Dee and Gail Clarke, of Watchung, collectors of rare mechanical musical instruments, recently shared information about three of their rarest ones at a mechanical engineering department seminar held at New Jersey Institute of Technology (NJIT). The Clarkes discussed their extensive collection focusing on a 1300-pound Wurlitzer 153 Duplex Orchestral Carousel Organ built for a West Virginia amusement park. The rare carousel organ, and two similar ones, all were on display during the talk. The event was part of NJIT’s 125th ongoing anniversary celebration.
Paul Manganaro, a friend of the couple’s, who has restored almost 500 music machines to date and enjoys a national reputation for expertise in this craft, demonstrated the process of a typical restoration during the seminar.
Gail Clarke is a 1944 alumnus of Newark College of Engineering at NJIT and is a long-time NJIT supporter. The instruments were recently on display to honor NJIT’s 125th anniversary celebration.
In 1927, the William Dentzel Company of Philadelphia commissioned the 1300-pound rare, Wurlitzer 153 Duplex Orchestral Organ for a West Virginia amusement park. The organ operated until the park closed in 1971. Daniel Muller, a renowned carousel craftsman, carved the Arabian horses for the carousel. Muller’s horses featured historically accurate US cavalry gear. The organ, which stands more than seven feet high and eight feet wide, contains more than 150 pipes measuring in length from a few inches to eight feet. The instrument created the sound of trombones, trumpets, flutes, violins and cellos.
A Mills Violano Virtuoso was on view. The instrument is an ingeniously automatically played violin with piano accompaniment that was one of the most popular coin operated instruments ever made in America. Patented in 1912, the instrument bears a plaque reading “Designated by the U.S. Government as one of the Eight Greatest Inventions of the decade.” The Link Nickelodeon Model 2 E, a coin operated, cabinet style, keyboardless nickelodeon containing a piano and a xylophone with reiterating action was also discussed. The Link Piano Company in Binghamton, NY manufactured this latter instrument.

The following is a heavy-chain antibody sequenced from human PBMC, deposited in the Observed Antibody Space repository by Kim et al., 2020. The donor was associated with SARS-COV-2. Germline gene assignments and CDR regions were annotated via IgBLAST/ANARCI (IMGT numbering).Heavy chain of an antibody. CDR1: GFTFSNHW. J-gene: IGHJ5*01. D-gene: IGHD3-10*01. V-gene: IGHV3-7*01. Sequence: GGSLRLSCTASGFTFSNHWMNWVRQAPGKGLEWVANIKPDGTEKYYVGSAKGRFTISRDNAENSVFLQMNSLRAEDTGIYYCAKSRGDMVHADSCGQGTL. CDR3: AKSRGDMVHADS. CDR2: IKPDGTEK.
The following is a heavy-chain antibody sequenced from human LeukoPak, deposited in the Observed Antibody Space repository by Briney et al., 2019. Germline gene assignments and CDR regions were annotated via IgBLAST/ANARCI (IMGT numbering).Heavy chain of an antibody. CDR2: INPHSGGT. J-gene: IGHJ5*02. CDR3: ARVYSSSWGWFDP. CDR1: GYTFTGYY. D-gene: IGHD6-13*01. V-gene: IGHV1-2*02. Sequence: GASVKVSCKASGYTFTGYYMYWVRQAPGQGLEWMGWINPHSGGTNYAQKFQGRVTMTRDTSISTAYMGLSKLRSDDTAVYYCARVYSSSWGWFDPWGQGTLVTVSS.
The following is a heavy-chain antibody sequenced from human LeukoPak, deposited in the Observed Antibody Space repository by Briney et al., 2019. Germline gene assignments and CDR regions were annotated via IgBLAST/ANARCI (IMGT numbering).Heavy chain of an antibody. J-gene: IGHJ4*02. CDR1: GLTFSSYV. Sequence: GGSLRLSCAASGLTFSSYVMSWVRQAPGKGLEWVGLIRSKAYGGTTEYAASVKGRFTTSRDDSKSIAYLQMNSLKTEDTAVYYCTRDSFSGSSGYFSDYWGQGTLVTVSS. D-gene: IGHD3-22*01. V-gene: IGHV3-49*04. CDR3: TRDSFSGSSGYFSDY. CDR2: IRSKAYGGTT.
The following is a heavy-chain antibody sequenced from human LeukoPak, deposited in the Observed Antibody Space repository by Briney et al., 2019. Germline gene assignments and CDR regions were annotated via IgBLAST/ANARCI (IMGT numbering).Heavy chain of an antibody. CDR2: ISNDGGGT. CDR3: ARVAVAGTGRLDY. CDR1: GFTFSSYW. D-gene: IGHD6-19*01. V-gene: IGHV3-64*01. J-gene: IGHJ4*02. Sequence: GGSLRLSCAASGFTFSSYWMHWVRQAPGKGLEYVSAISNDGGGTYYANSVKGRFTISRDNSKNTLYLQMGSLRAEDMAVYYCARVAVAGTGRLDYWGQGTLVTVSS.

Clarke, a mechanical engineer, said that his interest in these instruments is as deeply rooted in science and cultural history as it is in his love for music. Such instruments were a prevalent source of public entertainment from the mid-19th century through the early 20th. Beautifully crafted, they are also technologically complex. In fact, building on the skills and technologies inherent to these instruments, many manufacturers went on to pioneer fields ranging from electrical products to aviation.
The breadth of couple’s interests is also reflected in what Clarke says about choosing to study what he did. The curriculum appealed to him because it drew from so many disciplines, from chemistry to surveying.
“I hope people will pause and reflect on how a creative combination of science and art can make life better,” he said. “You should also be able to take a moment or two and just listen to the music.”
In 2004, the Clarkes donated a 55-foot tall carillon tower and supporting bell tower to NJIT. The bells of the carillon now sound from a site near the campus center.
Clarke has served as president of the NJIT Alumni Association and has been long active in the affairs of his fraternity, Sigma Pi. The couple also serves on the Leadership Circle Council of the NJIT Annual Fund.
In addition to philanthropy, Clarke’s commitment to NJIT encompasses energetic involvement in alumni activities. After serving as a naval officer in World War II, Clarke followed an engineering and sales career in the heating, ventilating and air-conditioning industry. A visit to a Danish mechanical musical instrument museum in Copenhagen inspired his current interest. His wife, Dee Clarke, a trained musician, shares her husband’s fascination with mechanical devices that make music.